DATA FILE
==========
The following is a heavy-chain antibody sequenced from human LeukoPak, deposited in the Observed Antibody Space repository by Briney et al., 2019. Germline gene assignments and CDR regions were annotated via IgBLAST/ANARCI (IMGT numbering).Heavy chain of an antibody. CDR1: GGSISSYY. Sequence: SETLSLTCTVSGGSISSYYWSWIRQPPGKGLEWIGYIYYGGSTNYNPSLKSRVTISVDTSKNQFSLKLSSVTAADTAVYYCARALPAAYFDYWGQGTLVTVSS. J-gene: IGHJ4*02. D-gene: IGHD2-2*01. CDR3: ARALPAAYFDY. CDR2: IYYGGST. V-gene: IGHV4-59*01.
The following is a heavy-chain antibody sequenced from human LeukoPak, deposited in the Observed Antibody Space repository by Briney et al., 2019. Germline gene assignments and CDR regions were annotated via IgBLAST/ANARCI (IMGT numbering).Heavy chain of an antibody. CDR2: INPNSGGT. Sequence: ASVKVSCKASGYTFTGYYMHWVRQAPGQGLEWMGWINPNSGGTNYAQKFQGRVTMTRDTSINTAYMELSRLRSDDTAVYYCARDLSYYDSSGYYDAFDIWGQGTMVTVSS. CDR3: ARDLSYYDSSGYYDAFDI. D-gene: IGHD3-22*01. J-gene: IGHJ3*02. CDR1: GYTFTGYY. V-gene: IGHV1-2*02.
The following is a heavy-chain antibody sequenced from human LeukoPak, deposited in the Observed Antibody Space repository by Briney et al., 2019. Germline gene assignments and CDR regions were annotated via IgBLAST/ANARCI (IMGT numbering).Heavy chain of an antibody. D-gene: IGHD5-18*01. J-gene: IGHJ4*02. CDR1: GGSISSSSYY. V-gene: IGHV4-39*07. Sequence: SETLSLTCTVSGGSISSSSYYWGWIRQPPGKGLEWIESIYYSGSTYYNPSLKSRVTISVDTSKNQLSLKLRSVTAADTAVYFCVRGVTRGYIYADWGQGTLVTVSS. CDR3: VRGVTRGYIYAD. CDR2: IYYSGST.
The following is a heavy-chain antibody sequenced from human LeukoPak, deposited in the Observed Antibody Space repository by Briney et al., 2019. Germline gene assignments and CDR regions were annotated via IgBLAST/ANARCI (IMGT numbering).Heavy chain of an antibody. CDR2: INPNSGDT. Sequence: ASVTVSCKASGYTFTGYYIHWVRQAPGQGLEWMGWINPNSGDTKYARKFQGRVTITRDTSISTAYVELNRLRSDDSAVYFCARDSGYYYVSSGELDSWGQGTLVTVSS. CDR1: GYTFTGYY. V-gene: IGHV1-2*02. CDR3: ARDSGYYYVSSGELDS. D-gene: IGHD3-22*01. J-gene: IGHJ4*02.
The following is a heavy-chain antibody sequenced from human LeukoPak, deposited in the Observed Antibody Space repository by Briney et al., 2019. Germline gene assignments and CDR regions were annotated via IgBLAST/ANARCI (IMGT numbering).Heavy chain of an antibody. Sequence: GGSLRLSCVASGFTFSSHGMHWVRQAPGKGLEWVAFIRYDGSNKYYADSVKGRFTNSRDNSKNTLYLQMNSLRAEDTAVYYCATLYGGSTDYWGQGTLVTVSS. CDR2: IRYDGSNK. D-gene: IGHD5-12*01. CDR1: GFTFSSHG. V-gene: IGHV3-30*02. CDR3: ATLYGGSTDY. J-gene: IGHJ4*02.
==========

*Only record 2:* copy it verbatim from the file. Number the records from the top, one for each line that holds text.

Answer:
The following is a heavy-chain antibody sequenced from human LeukoPak, deposited in the Observed Antibody Space repository by Briney et al., 2019. Germline gene assignments and CDR regions were annotated via IgBLAST/ANARCI (IMGT numbering).Heavy chain of an antibody. CDR2: INPNSGGT. Sequence: ASVKVSCKASGYTFTGYYMHWVRQAPGQGLEWMGWINPNSGGTNYAQKFQGRVTMTRDTSINTAYMELSRLRSDDTAVYYCARDLSYYDSSGYYDAFDIWGQGTMVTVSS. CDR3: ARDLSYYDSSGYYDAFDI. D-gene: IGHD3-22*01. J-gene: IGHJ3*02. CDR1: GYTFTGYY. V-gene: IGHV1-2*02.